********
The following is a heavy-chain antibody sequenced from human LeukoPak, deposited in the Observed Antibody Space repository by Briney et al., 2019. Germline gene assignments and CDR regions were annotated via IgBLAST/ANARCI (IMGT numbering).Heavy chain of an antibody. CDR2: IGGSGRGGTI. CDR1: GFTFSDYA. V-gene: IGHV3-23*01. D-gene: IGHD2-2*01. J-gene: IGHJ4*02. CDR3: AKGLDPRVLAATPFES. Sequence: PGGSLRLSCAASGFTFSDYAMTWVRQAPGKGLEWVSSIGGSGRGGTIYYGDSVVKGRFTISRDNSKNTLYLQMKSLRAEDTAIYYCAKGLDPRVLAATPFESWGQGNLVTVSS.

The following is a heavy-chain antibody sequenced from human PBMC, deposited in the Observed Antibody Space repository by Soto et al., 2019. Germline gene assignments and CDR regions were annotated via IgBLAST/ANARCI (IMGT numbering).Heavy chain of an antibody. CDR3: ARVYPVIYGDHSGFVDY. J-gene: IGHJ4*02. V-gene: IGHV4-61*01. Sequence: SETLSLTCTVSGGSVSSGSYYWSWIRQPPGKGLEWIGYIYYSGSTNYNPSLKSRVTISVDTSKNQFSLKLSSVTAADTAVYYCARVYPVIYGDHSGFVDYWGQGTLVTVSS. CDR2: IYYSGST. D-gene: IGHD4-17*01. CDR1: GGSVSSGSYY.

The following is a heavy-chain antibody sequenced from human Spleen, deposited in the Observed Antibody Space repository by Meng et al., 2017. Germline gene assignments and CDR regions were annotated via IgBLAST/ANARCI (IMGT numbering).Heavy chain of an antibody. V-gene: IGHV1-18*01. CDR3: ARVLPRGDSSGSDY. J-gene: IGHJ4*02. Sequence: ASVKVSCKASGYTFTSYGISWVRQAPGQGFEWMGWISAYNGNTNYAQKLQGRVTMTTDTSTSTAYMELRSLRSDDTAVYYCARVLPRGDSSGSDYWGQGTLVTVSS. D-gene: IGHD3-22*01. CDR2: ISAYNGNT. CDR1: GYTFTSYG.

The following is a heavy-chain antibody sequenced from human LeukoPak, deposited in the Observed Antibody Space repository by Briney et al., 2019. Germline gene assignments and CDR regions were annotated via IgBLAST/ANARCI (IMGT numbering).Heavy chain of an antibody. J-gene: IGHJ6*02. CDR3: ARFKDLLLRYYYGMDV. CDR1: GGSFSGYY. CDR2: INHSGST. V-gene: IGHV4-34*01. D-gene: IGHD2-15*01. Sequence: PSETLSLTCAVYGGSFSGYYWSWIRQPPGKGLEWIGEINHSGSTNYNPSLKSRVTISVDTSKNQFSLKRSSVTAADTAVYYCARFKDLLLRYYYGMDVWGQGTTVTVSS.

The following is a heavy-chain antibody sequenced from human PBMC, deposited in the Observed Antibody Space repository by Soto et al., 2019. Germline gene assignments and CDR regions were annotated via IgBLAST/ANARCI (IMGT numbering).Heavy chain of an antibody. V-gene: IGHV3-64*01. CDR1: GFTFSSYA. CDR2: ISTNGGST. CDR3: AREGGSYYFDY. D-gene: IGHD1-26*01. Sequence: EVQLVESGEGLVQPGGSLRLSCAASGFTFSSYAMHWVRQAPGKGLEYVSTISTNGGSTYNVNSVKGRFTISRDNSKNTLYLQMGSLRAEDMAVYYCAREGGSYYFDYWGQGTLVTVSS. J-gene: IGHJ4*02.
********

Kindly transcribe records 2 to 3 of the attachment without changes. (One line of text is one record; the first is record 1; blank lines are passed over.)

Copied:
The following is a heavy-chain antibody sequenced from human PBMC, deposited in the Observed Antibody Space repository by Soto et al., 2019. Germline gene assignments and CDR regions were annotated via IgBLAST/ANARCI (IMGT numbering).Heavy chain of an antibody. CDR3: ARVYPVIYGDHSGFVDY. J-gene: IGHJ4*02. V-gene: IGHV4-61*01. Sequence: SETLSLTCTVSGGSVSSGSYYWSWIRQPPGKGLEWIGYIYYSGSTNYNPSLKSRVTISVDTSKNQFSLKLSSVTAADTAVYYCARVYPVIYGDHSGFVDYWGQGTLVTVSS. CDR2: IYYSGST. D-gene: IGHD4-17*01. CDR1: GGSVSSGSYY.

The following is a heavy-chain antibody sequenced from human Spleen, deposited in the Observed Antibody Space repository by Meng et al., 2017. Germline gene assignments and CDR regions were annotated via IgBLAST/ANARCI (IMGT numbering).Heavy chain of an antibody. V-gene: IGHV1-18*01. CDR3: ARVLPRGDSSGSDY. J-gene: IGHJ4*02. Sequence: ASVKVSCKASGYTFTSYGISWVRQAPGQGFEWMGWISAYNGNTNYAQKLQGRVTMTTDTSTSTAYMELRSLRSDDTAVYYCARVLPRGDSSGSDYWGQGTLVTVSS. D-gene: IGHD3-22*01. CDR2: ISAYNGNT. CDR1: GYTFTSYG.